- On November 20, 2013, faculty from the various Humanities departments met to share interests and future ideas for the last interdisciplinary lunch of the semester.
- On September 27, 2012, Dr. Temple Grandin, author of Emergence: Labeled Autistic, discussed her experiences after being diagnosed as autistic as a child, and her later successes as a livestock- handling equipment designer.
- In collaboration with African American Heritage Month, the Center for Humanities presented Harriet Washington, award winning author, editor, and medical ethicist on February 20, 2013.
- Dr. Rolena Adorno (third from left) enjoys a dinner in her honor with EIU faculty after her presentation, 'What Does Columbus Day Mean Now?' on October 7, 2013.
The challenges of this new century call for innovative ways of translating research into action, creating citizens who will be more effective in their personal and professional lives. A mid-size regional state university, EIU is a model for democratic, liberal arts education and takes seriously its responsibility to serve as the intellectual and cultural center of the surrounding region.
With the development of a Center for the Humanities, housed in the College of Arts and Humanities, EIU embraces the opportunity to generate conversations that challenge and define our culture and our conventions. Translating between historical and contemporary worlds, and exploring the benefits of disciplinary cross-fertilization, we also strive to establish communication between the studies of academia and the everyday lives in our community.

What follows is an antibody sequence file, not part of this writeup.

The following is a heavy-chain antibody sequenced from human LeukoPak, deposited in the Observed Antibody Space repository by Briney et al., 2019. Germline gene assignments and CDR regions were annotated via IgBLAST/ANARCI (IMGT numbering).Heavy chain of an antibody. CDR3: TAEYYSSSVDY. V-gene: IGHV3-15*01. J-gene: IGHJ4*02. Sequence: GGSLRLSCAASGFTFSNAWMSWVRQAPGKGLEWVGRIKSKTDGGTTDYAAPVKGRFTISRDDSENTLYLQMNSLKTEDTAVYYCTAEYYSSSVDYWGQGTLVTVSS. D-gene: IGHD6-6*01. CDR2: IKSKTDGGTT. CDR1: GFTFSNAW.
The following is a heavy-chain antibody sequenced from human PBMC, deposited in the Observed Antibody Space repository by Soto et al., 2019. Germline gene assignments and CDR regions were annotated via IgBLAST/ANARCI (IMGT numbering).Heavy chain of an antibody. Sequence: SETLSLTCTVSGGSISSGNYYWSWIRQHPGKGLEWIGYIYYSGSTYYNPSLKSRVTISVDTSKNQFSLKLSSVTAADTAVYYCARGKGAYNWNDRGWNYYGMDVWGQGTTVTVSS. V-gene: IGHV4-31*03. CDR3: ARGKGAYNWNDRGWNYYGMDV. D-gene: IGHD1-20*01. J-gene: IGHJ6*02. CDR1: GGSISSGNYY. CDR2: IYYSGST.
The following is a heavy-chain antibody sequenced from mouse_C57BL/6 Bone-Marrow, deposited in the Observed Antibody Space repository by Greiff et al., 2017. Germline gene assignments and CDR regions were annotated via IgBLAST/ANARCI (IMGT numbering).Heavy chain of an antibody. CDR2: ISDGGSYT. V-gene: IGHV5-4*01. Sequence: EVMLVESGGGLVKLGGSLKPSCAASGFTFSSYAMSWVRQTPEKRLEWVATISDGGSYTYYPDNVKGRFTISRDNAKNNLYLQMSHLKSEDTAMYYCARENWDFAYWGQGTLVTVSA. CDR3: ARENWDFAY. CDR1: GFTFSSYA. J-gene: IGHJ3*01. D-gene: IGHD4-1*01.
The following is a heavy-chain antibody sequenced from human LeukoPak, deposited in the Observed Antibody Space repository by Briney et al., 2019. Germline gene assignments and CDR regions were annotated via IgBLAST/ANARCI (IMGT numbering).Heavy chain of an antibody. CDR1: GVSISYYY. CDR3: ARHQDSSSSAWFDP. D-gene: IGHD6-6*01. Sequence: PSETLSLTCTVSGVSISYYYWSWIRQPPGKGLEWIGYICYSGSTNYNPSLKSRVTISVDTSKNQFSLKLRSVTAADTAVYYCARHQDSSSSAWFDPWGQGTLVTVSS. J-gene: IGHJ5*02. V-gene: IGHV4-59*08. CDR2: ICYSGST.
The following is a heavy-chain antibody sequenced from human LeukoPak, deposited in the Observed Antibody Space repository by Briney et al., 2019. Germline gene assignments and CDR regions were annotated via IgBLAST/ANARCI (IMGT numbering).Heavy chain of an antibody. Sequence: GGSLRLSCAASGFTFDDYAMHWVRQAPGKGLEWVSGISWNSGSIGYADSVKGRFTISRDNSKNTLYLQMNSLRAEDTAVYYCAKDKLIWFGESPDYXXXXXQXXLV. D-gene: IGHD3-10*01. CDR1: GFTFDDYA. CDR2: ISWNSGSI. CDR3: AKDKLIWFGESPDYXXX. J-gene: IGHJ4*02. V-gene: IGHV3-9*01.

Programs and courses sponsored by this center explore the translation from global investigations by university researchers to local understandings of culture. Our center for the humanities will bring together diverse traditions and methods of critical inquiry. We envision a place where faculty and students can access popular notions of the humanities and make our specialized work speak to the public, even as we reach out to our audiences with new information and ideas to foster creativity, engender tolerance, and spark further dialogue.
Consider proposing a talk as faculty speaker for the Humanities Center! You can apply here.
Dr. D. Fairchild Ruggles, a professor in the Department of Landscape Architecture at the University of Illinois at Urbana- Champaign, presented her lecture "Islamic Gardens: The Meaning of Beauty" on Wednesday, September 4, 2013.
Her discussion expanded on the ideas raised by the 2013 EIUReads! selection by Amy Waldman, The Submission, which addresses the selection of a Ground Zero Memorial.
Dr. Ruggles is the author of two-award-winning books on gardens: Gardens, Landscape, and Vision in the Palaces of Islamic Spain (2000) and Islamic Gardens and Landscapes (2008). She has also co-edited numerous collections of essays on heritage and appeared in documentary films about Islamic art for the BBC, PBS, National Geographic, and the National Endowment for the Humanities.